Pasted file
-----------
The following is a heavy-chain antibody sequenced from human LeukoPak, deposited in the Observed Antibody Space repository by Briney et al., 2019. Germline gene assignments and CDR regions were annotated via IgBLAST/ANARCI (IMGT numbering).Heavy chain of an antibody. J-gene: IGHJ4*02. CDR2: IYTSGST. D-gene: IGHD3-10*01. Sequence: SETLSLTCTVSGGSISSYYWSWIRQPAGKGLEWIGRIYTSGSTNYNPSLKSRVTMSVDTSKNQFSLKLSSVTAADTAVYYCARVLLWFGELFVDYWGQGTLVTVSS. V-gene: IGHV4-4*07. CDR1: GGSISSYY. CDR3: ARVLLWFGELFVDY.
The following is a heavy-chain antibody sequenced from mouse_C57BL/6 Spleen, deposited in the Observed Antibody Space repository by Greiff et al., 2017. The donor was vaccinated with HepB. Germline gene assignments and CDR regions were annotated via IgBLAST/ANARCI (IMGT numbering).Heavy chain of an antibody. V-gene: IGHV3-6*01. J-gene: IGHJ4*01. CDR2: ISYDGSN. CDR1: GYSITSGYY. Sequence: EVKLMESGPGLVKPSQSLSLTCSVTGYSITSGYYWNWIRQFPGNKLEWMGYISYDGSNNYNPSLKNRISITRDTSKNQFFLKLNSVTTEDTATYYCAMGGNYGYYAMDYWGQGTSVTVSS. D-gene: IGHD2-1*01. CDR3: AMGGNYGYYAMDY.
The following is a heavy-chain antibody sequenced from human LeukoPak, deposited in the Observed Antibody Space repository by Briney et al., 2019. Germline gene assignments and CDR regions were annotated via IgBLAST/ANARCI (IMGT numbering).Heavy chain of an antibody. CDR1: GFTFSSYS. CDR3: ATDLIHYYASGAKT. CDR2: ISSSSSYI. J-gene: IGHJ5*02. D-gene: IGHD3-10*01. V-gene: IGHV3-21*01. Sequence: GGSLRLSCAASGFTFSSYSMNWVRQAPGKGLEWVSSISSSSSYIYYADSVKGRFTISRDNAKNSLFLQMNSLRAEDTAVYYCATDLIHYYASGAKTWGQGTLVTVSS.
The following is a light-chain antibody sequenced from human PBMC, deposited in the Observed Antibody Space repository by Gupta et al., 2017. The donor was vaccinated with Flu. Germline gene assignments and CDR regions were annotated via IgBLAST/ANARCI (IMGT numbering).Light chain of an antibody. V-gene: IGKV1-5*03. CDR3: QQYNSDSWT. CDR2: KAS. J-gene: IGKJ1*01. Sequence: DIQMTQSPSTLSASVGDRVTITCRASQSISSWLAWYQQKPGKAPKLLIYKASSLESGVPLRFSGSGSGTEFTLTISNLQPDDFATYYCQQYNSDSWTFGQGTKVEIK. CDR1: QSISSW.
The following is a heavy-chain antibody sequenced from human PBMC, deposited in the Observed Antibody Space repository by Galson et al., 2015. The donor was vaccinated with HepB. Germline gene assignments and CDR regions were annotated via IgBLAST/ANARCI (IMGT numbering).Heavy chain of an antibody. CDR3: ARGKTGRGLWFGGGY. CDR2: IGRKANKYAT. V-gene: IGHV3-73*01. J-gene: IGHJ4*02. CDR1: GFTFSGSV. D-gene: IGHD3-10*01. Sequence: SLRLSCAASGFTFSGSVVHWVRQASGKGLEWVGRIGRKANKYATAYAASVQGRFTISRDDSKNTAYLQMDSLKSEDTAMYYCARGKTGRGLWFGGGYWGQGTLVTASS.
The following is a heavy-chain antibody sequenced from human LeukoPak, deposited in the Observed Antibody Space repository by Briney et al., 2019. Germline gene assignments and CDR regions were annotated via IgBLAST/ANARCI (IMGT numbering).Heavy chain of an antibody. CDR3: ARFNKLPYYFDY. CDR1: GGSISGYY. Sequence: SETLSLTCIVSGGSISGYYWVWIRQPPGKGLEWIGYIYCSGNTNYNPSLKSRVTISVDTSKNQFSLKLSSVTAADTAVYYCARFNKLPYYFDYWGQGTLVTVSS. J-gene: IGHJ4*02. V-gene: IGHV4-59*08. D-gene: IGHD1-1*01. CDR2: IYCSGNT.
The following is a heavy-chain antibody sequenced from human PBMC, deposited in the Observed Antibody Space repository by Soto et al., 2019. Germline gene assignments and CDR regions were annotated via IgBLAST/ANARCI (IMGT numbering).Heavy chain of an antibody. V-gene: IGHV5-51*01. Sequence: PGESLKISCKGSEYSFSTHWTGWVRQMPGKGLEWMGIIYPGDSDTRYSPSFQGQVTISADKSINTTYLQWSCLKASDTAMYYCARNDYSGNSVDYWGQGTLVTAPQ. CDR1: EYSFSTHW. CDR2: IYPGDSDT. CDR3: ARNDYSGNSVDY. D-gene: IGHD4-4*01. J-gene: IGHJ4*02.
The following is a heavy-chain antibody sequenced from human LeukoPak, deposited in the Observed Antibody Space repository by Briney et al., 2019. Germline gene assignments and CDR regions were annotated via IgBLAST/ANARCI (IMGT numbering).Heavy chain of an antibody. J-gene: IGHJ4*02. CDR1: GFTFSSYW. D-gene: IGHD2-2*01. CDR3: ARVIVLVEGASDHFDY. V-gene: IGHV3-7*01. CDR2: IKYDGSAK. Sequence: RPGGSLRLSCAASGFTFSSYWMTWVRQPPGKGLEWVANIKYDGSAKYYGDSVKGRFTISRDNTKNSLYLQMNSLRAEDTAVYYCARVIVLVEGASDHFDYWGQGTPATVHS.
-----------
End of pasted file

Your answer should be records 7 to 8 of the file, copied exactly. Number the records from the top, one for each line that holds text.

The following is a heavy-chain antibody sequenced from human PBMC, deposited in the Observed Antibody Space repository by Soto et al., 2019. Germline gene assignments and CDR regions were annotated via IgBLAST/ANARCI (IMGT numbering).Heavy chain of an antibody. V-gene: IGHV5-51*01. Sequence: PGESLKISCKGSEYSFSTHWTGWVRQMPGKGLEWMGIIYPGDSDTRYSPSFQGQVTISADKSINTTYLQWSCLKASDTAMYYCARNDYSGNSVDYWGQGTLVTAPQ. CDR1: EYSFSTHW. CDR2: IYPGDSDT. CDR3: ARNDYSGNSVDY. D-gene: IGHD4-4*01. J-gene: IGHJ4*02.
The following is a heavy-chain antibody sequenced from human LeukoPak, deposited in the Observed Antibody Space repository by Briney et al., 2019. Germline gene assignments and CDR regions were annotated via IgBLAST/ANARCI (IMGT numbering).Heavy chain of an antibody. J-gene: IGHJ4*02. CDR1: GFTFSSYW. D-gene: IGHD2-2*01. CDR3: ARVIVLVEGASDHFDY. V-gene: IGHV3-7*01. CDR2: IKYDGSAK. Sequence: RPGGSLRLSCAASGFTFSSYWMTWVRQPPGKGLEWVANIKYDGSAKYYGDSVKGRFTISRDNTKNSLYLQMNSLRAEDTAVYYCARVIVLVEGASDHFDYWGQGTPATVHS.